Quick Links

How Nicklas Backstrom saved the Capitals 3 different times in Game 5

How Nicklas Backstrom saved the Capitals 3 different times in Game 5

The Capitals found themselves in deep trouble on Saturday.

Game 5 at Capital One Arena provided Washington a golden opportunity to take a 3-2 lead in their 2018 Stanley Cup Playoff first-round series against the Columbus Blue Jackets. A loss -- another home loss -- would have been a devastating blow.

After battling back from a 2-0 series deficit, to lose in Washington would mean facing elimination in Columbus. Game 5 was the game the Caps needed and it would have slipped away from them if not for Nicklas Backstrom.

The Caps’ most underrated superstar -- the one who is constantly overshadowed by the likes of Alex Ovechkin and Braden Holtby -- took center stage on Saturday as he tipped a Dmitry Orlov shot past Sergei Bobrovsky at 11:53 of overtime to seal the victory for Washington.

“It was just a good shot from [Orlov],” Backstrom said after the game. “I thought before he had a chance to block it, and I got a tip on it, and it’s usually what happens in the playoffs. Tip goals or rebound goals. That’s the way it is. It was nice.”

Backstrom’s overtime goal capped off a three-point night for the veteran center, who also scored in the first period and assisted on a goal from T.J. Oshie.

The team ended up needing every one of his points.

From the start, Columbus outplayed Washington. With the series tied 2-2, a best-of-three mentality took over and the Blue Jackets pushed hard for the pivotal Game 5 win.

It is in those very moments that team needs its superstar players to step up. In Game 3, it was Holtby who stole the show to help Washington steal a win in Columbus.

On Saturday, it was Backstrom.

Columbus converted a shorthanded goal to seize a 1-0 lead in what was shaping up to be a dominant first period. A fluke goal from Backstrom, however, made sure the score was knotted up, 1-1, after the opening frame.

With the puck behind the goal line, Backstrom tried to slip a pass through the crease. Bobrovsky got a piece of the puck with his stick, but the amount of spin on the pass forced the puck to carom off the stick, off the back of Bobrovsky himself, and into the net.

“I was trying to make a pass,” Backstrom said. “Honestly, got lucky. I don’t know who came back-door there but I was trying for him. I’ll take it.”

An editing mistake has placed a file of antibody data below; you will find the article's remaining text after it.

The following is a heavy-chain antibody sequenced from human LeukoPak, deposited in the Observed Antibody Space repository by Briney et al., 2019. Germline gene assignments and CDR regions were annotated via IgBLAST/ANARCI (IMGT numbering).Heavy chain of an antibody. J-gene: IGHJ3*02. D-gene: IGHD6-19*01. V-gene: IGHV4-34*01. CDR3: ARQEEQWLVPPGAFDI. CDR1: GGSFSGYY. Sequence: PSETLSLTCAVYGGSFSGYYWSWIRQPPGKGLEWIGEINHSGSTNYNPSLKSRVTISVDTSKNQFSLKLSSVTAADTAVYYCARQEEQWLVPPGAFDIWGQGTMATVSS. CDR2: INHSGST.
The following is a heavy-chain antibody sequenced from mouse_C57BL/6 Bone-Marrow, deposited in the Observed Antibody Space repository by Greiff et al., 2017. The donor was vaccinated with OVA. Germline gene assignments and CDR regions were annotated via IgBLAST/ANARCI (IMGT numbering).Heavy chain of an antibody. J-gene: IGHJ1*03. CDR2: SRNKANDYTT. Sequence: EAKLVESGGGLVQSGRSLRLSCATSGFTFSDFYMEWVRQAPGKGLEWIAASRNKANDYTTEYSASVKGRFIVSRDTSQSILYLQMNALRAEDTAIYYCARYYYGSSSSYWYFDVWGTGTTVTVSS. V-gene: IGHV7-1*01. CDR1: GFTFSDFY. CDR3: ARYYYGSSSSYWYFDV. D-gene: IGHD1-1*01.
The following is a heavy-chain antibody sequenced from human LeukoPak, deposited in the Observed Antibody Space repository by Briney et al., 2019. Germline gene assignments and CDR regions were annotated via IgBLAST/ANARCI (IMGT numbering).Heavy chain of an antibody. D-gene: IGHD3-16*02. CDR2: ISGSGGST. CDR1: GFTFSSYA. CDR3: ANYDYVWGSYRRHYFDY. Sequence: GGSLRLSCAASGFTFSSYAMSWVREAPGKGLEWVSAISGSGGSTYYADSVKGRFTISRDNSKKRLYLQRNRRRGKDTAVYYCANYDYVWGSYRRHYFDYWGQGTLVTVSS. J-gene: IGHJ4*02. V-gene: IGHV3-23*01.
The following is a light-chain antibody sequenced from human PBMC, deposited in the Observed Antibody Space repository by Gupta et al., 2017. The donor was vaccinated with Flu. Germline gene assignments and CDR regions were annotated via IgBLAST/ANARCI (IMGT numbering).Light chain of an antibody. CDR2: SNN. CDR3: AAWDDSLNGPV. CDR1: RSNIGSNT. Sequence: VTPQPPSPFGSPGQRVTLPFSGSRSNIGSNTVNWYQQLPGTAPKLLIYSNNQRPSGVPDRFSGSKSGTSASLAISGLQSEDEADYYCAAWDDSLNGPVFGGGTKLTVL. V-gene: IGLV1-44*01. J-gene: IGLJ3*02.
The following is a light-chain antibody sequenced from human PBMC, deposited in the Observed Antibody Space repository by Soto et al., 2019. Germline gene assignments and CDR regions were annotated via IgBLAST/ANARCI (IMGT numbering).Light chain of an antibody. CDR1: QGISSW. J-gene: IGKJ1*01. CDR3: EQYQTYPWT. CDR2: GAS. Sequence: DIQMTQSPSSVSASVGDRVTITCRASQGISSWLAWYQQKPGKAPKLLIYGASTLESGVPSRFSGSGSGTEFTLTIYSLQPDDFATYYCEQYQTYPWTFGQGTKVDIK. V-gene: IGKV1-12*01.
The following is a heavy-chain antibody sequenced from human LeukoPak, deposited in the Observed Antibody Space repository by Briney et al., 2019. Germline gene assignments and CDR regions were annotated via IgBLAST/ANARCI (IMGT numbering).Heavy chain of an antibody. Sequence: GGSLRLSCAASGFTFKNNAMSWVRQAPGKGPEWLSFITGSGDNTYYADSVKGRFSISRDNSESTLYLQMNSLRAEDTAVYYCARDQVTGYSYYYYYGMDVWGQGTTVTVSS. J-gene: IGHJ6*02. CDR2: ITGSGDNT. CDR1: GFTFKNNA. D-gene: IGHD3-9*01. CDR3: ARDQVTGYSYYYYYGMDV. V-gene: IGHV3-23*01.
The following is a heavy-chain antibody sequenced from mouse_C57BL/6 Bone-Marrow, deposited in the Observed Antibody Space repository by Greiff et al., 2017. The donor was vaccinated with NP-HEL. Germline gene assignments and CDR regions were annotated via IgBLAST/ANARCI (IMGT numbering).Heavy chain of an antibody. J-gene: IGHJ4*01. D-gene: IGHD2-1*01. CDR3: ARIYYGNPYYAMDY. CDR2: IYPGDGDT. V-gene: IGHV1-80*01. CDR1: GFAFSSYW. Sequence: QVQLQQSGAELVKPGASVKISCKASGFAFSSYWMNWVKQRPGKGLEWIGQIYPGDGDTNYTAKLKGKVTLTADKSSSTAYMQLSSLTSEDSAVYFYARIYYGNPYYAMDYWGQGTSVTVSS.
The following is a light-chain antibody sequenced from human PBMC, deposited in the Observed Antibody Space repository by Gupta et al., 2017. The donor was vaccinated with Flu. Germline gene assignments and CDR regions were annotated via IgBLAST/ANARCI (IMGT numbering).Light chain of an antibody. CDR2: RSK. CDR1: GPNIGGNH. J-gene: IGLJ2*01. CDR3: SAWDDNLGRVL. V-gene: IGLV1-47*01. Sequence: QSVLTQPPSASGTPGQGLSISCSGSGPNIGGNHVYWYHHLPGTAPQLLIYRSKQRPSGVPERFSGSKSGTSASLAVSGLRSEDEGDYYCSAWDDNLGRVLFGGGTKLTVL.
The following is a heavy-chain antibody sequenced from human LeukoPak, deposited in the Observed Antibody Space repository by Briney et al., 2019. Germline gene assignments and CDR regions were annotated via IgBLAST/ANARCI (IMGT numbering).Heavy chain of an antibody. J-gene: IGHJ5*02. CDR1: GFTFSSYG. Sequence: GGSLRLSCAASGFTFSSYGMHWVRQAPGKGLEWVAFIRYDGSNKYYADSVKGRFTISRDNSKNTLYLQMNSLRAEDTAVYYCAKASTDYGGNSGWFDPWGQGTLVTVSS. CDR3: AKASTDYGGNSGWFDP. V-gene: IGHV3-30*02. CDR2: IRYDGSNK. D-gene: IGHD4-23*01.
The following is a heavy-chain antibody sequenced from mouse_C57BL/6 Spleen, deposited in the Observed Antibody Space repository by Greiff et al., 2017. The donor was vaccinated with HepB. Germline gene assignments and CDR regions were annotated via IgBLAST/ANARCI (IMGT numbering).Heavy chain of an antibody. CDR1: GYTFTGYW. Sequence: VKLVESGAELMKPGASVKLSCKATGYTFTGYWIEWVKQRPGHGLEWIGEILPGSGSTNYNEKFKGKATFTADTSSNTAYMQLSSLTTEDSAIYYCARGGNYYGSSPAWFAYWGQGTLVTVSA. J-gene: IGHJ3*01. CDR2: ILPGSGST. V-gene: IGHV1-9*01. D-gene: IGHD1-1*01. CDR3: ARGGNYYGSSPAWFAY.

After a back and forth game, the Blue Jackets came out swinging to start the third. Down 3-2, Columbus tied the game just 2:30 in and made a real push to win the game in regulation. Washington was outshot 16-1 in the third and looked like they had no push at all.

But the Caps looked like a different team when they took the ice for the extra frame. What happened in between periods?

“As I was leaving the room after the period, I could hear guys, the right guys, all saying the right things,” head coach Barry Trotz said.

When later asked if one of those guys was Backstrom, Trotz said, “Absolutely. He's one of the leaders on our team. They were all talking about let's make sure we're doing the right things. There's a lot of pride, lot of good leadership in that room.”

Whatever Backstrom and the other leaders said did the trick. Washington made a strong push in overtime leading to Backstrom’s game-winning goal.

This isn’t the first time Backstrom has delivered. Saturday’s overtime tally is the fourth of his career. That’s the most in franchise history and tied for fifth in NHL history.

Through his efforts on the ice, the Caps were able to erase a bad first period and steal the win in overtime. But it also took a big effort off the ice to get the job done.

“If you just look at the scoresheet, that doesn't say enough of about Nick Backstrom, his contribution from in the dressing room to on the ice to key moments to key faceoffs,” Trotz said.

“I've been on his soapbox about how complete a player he is and I never really worry about Nick Backstrom. He's got enough games under his belt, he's got enough stats to back it up and he's played huge minutes and he's one of our leaders. He's a tremendous hockey player.”

Quick Links

John Tortorella guarantees series will return to Washington for Game 7

John Tortorella guarantees series will return to Washington for Game 7

After losing Game 1 and Game 2 at home, Alex Ovechkin declared "It’s going to be fun when we bounce back and going to tie the series and come back here and play Game 5 at home.”

Columbus Blue Jackets head coach John Tortorella seems to be taking a similar tactic.

The Capitals won Game 5 in overtime on Saturday in a game that could prove to be emotionally draining for the Blue Jackets in a number of ways.

  • It was Washington's third straight win
  • Columbus was the better team for the majority of the game, but still took the loss
  • The Blue Jackets now face elimination despite holding a 2-0 series lead to start and losing only once in regulation

Tortorella has become famous for his fiery postgame press conferences in the past, including abruptly walking out after Game 4's presser when he declared "We sucked" to the media.

Saturday's was another fun one.

In a presser that lasted less than two minutes, Tortorella twice said, "We'll be back here for Game 7."

After such a draining game, Tortorella was asked how he would get them ready for what is sure to be an emotionally charged Game 6.

"I won't have to say a damn word to them," Tortorella said. "No. We'll be back here for Game 7."

The Blue Jackets will have to win Game 6 in Columbus to make that happen.

Barry Trotz was asked for his reaction after Tortorella's comments.

"What else are you going to say? That's good. He wants to get it out there, he believes in his team just as I believe in my team. It's our job for that not to happen."

RELATED LINKS: